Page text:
Griffeye releases new AI that can identify child sexual abuse content in videos
Law enforcement agencies worldwide will benefit from cutting-edge artificial intelligence that detects child sexual abuse in video material. The technology will help investigators automatically filter out relevant information and speed up victim identification.
Gothenburg, Sweden, June 5, 2020 – Griffeye, used by law enforcement agencies around the world to manage, analyze and share digital media in child sexual abuse (CSA) investigations, today announced an upgrade of their AI technology, Griffeye Brain, that will make it possible for law enforcement to automatically detect CSA content in both images and videos.
Griffeye Brain was first released in May 2018 to detect CSA content in still images. Since then it has been successful in helping police officers working on child exploitation cases to identify relevant content in massive image sets which can contain tens of millions of images and videos.
“Since the first release of Griffeye Brain two years ago, it has been transforming investigations by automating the processing and sorting of image content so that the investigator can prioritize analysis and investigative work such as victim identification,” said Johann Hofmann, CEO of Griffeye. “Now, with the added capability to also detect CSA content in videos, we hope to further help speed up investigations and the safeguarding of victims while at the same time lowering the physical and mental burden for investigators who have to sift through this harrowing material.”
The proliferation of CSA content is reaching mammoth proportions because of the development of technology. Not only is it easier than ever before to produce the material, but cloud services and the dark web also enable criminals to share and store vast amounts of content anonymously. Online CSA crime has also seen exponential growth during the coronavirus pandemic, with the National Center for Missing and Exploited Children receiving 4.1 million reports of children being abused online in April 2020, in comparison to four times less, 1 million, in April 2019. It is not unusual that cases today contain millions of images and videos, with videos making up the highest proportion of content. This is material which police investigators have to trawl through in order to identify critical evidence which can help perpetrators and safeguard the victims, so automating this process in order to pick out content relevant to specific cases is critical in enabling law enforcement to save children’s lives faster.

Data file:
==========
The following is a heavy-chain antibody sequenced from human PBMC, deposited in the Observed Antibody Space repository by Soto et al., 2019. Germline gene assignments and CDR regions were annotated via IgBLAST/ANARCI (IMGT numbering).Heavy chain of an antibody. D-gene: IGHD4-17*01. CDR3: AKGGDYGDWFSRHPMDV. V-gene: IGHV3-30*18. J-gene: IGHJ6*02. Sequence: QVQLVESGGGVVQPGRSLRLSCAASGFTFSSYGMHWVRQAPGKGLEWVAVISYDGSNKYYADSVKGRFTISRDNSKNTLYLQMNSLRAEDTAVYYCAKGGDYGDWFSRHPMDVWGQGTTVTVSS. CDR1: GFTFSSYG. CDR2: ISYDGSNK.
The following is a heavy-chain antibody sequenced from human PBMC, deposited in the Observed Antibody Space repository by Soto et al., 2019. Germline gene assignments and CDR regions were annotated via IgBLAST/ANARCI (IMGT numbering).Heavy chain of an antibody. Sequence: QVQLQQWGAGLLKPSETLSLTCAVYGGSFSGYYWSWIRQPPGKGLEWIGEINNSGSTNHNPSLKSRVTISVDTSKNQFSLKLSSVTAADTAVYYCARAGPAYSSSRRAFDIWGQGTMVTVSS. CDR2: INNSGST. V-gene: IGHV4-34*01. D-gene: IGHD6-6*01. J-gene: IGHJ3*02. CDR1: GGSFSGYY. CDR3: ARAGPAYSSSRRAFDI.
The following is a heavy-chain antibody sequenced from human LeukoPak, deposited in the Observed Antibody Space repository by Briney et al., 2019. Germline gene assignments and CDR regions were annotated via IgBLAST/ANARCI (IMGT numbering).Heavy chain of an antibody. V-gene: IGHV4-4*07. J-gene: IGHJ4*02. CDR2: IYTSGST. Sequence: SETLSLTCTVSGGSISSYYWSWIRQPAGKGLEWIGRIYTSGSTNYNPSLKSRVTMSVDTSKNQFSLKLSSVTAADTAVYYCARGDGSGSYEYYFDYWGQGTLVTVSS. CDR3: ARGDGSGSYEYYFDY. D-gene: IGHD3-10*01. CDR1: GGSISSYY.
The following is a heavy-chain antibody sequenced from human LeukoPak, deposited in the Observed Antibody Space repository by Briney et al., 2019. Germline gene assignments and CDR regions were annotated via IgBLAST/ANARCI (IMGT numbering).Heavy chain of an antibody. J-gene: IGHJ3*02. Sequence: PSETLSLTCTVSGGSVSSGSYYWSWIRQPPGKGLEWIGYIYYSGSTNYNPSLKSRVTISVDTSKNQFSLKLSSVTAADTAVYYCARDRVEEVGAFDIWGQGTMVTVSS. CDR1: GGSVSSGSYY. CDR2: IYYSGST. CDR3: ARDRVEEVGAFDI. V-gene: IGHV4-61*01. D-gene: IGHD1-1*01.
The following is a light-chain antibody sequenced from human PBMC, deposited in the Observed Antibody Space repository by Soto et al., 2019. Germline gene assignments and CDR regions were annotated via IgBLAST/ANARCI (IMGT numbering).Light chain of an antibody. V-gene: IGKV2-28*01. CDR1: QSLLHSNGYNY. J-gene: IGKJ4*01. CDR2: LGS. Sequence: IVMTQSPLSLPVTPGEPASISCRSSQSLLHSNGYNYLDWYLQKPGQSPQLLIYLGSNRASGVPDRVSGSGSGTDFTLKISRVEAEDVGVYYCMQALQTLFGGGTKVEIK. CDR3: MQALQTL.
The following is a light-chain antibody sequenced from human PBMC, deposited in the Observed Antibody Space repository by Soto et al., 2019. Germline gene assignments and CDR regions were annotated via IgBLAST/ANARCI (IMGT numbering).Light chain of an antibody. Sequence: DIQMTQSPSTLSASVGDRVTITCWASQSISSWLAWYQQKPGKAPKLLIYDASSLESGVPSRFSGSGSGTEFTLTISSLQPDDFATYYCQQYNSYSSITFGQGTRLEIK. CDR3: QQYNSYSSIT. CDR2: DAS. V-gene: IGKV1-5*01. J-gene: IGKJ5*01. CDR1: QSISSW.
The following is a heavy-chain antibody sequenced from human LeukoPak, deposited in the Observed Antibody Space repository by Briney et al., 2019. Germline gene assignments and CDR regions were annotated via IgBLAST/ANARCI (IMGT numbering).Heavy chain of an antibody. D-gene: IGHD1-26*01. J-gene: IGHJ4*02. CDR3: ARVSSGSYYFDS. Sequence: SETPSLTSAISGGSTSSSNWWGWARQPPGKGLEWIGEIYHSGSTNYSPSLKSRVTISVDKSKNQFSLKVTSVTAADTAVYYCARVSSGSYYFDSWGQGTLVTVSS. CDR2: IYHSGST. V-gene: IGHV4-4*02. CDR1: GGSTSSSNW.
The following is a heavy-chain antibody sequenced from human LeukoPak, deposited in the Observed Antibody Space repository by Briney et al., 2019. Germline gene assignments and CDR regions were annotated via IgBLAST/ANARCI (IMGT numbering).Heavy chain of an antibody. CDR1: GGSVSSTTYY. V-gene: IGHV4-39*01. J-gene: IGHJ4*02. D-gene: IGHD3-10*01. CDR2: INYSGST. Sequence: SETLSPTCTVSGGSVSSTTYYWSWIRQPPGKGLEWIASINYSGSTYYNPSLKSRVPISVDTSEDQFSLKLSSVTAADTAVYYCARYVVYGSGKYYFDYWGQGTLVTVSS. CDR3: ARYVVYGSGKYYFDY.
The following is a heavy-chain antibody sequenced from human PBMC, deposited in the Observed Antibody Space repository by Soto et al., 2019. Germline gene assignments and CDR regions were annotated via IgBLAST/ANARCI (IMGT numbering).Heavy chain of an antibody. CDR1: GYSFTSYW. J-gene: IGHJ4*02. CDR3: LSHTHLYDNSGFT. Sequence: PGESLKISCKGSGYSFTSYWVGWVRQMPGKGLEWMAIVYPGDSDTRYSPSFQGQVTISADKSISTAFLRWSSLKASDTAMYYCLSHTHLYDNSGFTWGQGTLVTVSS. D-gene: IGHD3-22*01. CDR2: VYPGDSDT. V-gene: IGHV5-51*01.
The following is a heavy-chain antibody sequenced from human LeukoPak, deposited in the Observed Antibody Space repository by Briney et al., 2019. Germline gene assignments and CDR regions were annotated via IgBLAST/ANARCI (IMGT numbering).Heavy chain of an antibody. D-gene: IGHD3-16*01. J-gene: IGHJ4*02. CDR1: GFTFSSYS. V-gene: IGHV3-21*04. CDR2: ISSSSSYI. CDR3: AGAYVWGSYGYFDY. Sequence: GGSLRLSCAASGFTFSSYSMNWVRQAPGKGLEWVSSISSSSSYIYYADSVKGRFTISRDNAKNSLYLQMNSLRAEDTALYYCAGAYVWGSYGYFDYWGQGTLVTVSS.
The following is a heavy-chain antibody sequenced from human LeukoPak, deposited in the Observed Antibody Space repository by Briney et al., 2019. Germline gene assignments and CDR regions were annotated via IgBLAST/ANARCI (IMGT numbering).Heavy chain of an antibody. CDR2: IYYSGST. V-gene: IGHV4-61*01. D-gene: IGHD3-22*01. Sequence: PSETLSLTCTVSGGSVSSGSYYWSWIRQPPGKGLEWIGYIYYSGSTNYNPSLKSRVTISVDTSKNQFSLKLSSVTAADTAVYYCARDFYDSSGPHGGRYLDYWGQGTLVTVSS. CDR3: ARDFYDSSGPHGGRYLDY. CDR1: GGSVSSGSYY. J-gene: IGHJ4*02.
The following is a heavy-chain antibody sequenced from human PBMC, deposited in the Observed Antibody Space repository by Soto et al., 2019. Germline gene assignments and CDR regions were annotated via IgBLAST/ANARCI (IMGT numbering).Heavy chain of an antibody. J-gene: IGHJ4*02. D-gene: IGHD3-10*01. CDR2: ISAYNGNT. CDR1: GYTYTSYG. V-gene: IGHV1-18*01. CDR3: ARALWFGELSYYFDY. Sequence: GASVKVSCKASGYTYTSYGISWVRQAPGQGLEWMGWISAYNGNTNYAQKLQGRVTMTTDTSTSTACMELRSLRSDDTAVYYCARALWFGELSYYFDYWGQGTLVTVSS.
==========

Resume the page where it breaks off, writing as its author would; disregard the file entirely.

“As technology continues to feed the growth and complexity of child sexual abuse investigations, we must apply solutions that can scale to meet these ever rising threats,” said John Madsen, Law Enforcement Liaison Officer at Griffeye. “I think the solution lies in both collaboration and in leveraging artificial intelligence. A portion of the workflow can now be handled by AI, leaving charging decisions and victim identification to the investigator, and increasing efficiency in many of these cases.”
The Griffeye Brain CSA classifier has been trained on real CSA case data at law enforcement agencies in the US, Australia and Europe. Training the algorithm on live data is necessary for it to work and produce high quality results.
Griffeye revolutionized law enforcement investigation processes with the release of its digital investigation platform in 2015. Today, Griffeye is world-leading in its field and used by over 4,000 police agencies across the world for processing, sorting and analyzing large volumes of images and videos – especially in cases containing child sexual abuse material.